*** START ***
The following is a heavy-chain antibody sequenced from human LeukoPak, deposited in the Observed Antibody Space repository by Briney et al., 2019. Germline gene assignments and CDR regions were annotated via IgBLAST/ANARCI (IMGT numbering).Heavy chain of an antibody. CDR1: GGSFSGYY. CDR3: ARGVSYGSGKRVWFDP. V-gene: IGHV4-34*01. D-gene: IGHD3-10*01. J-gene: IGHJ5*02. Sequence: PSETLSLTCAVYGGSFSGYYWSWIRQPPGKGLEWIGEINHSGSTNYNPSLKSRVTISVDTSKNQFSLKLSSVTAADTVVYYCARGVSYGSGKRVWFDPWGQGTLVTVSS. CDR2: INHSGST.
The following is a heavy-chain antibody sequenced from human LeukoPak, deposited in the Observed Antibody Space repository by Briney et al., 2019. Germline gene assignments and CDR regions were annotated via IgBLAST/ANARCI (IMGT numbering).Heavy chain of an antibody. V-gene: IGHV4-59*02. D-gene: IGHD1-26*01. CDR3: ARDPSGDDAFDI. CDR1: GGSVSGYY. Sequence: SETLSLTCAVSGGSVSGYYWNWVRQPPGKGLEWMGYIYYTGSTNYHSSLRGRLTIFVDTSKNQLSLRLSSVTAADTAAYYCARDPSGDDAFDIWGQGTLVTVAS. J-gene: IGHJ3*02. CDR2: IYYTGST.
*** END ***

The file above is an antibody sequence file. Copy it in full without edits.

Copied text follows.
The following is a heavy-chain antibody sequenced from human LeukoPak, deposited in the Observed Antibody Space repository by Briney et al., 2019. Germline gene assignments and CDR regions were annotated via IgBLAST/ANARCI (IMGT numbering).Heavy chain of an antibody. CDR1: GGSFSGYY. CDR3: ARGVSYGSGKRVWFDP. V-gene: IGHV4-34*01. D-gene: IGHD3-10*01. J-gene: IGHJ5*02. Sequence: PSETLSLTCAVYGGSFSGYYWSWIRQPPGKGLEWIGEINHSGSTNYNPSLKSRVTISVDTSKNQFSLKLSSVTAADTVVYYCARGVSYGSGKRVWFDPWGQGTLVTVSS. CDR2: INHSGST.
The following is a heavy-chain antibody sequenced from human LeukoPak, deposited in the Observed Antibody Space repository by Briney et al., 2019. Germline gene assignments and CDR regions were annotated via IgBLAST/ANARCI (IMGT numbering).Heavy chain of an antibody. V-gene: IGHV4-59*02. D-gene: IGHD1-26*01. CDR3: ARDPSGDDAFDI. CDR1: GGSVSGYY. Sequence: SETLSLTCAVSGGSVSGYYWNWVRQPPGKGLEWMGYIYYTGSTNYHSSLRGRLTIFVDTSKNQLSLRLSSVTAADTAAYYCARDPSGDDAFDIWGQGTLVTVAS. J-gene: IGHJ3*02. CDR2: IYYTGST.